OLHZN-14 was the fourteenth high altitude weather balloon flight for Overlook Horizon High Altitude Balloons. This flight launched on June 18, 2018 at 1:02:19pm EDT (17:02:19 UTC). The flight utilized two Lightdow LD4000 Cameras, our large tracking computer and our new rebuilt micro-payload to resolve damage incurred on the landing of OLHZN-12. This flight also featured a commercial payload customer from The Solarcan as well as some student BalloonSat experiments on-board from local schools. This also tested our new landing prediction software again, which was introduced on OLHZN-12.
OLHZN-14 was a very successful flight! The flight day started out in a new location near Brockport, NY. We chose this site in order to provide a better landing location for the flight based on the wind and weather predictions for this flight day. Our live broadcast struggled to maintain enough mobile bandwidth to keep the broadcast going without buffering, but operated well for the most part.
The launch itself proceed perfectly without any major issues. The launch itself occurred exactly at T0 on the countdown clock without the need for any holds. After launch, we measured a much higher ascent rate than targeted, but we knew this might happen. The targeted ascent rate was 5 m/s, however, the actual ascent rate we achieved was 6.30 m/s. The very windy conditions at the launch site (21 mph winds) made for a difficult inflation period. Generally, when this happens we do err on the site of over-inflation and we had actually planned for the possibility of this prior to flight day and ran alternative predictions with the higher ascent rates knowing that it might happen. Our landing zone was acceptable for both the targeted and the actual ascent rates.
The flight was originally expected to reach about 95,000 FT in altitude using its 1000g balloon. With the faster ascent rate, this usually leads to a lower maximum altitude as the extra helium in the balloon will cause the balloon to burst sooner. We expected to fall short of the 95,000 FT. target and possibly even burst below 90,000 FT. For this flight, however, we achieved a surprisingly high altitude of 102,88 FT. !! This incredible altitude is higher than OLHZN-13 reached which used a larger 1200g balloon and a slower ascent rate!
After balloon burst, our landing prediction software kicked in exactly as planned and operated extremely well. The first prediction made while the payload was still around 100,000 FT. in altitude was only 1.13 miles (1.82 km) from the actual landing site and the predictions were all under 1 mile from the actual landing site with more than 20 minutes remaining before landing which is phenomenal!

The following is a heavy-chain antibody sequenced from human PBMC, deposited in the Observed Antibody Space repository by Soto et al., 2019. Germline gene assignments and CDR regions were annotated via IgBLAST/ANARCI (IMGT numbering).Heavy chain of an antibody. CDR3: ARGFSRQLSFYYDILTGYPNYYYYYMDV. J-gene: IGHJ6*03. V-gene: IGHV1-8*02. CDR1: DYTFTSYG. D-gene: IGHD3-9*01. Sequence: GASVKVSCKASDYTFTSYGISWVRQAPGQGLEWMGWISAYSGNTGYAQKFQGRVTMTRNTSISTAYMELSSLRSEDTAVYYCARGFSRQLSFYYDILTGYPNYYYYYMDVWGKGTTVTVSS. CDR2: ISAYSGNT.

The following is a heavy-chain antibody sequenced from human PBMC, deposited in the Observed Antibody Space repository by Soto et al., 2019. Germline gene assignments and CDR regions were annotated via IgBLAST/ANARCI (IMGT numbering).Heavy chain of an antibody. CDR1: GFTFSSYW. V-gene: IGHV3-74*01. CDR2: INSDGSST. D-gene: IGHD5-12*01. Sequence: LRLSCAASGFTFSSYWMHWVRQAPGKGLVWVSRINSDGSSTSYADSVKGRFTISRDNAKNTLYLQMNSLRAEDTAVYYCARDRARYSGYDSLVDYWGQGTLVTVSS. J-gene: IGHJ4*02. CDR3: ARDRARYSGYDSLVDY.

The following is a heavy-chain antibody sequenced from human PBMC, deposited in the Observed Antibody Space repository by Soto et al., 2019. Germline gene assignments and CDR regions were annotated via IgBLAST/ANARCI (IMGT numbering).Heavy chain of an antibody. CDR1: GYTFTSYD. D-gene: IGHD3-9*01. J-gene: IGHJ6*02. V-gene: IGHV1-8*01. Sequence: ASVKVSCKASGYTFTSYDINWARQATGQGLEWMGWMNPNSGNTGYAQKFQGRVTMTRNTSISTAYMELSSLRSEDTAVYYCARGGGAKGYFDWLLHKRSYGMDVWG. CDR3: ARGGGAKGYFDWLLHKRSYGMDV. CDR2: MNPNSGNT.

Upon reaching the landing site, we attempted a quick search for just a minute or two when a thunderstorm arrived within nearby lightning strikes. Out of an abundance of caution we decided to seek shelter in our chase vehicles until the threat of lightning had passed which lasted about 90 minutes. Once the threat of lightning had passed, we ventured out further into the cornfield to discover the payload casually resting in the open field for a nice and easy recovery! The payload experienced a harder lading than usual with a landing speed of about 8 m/s instead of the expected 7.5 m/s speed we expected. This hard landing dislodged both the main flight computer and the micro computer which meant that positioning reports from both devices ceased operations immediately upon landing. This wasn’t a huge issue, but it did contribute to some delay in the recovery since we did not know the precise touchdown location until we actually saw it. With lightning nearby, we were hesitant to go searching for the payload without a precise known landing spot. One of the cameras was dislodged, but undamaged, and the payload also took on some water on the interior from the passing thunderstorm. Upon initial testing, it does not appear that the water has damaged any of the on-board systems. The Solarcan and all on-board student experiments survived without any apparent issues, although the Solarcan suffered minor cosmetic damages (dents) from the hard landing. The captured image from the Solarcan will be sent back to Solarcan and they’ll share the findings on their Twitter and Instagram accounts. At the end of the day, this was an incredibly successful flight for us!!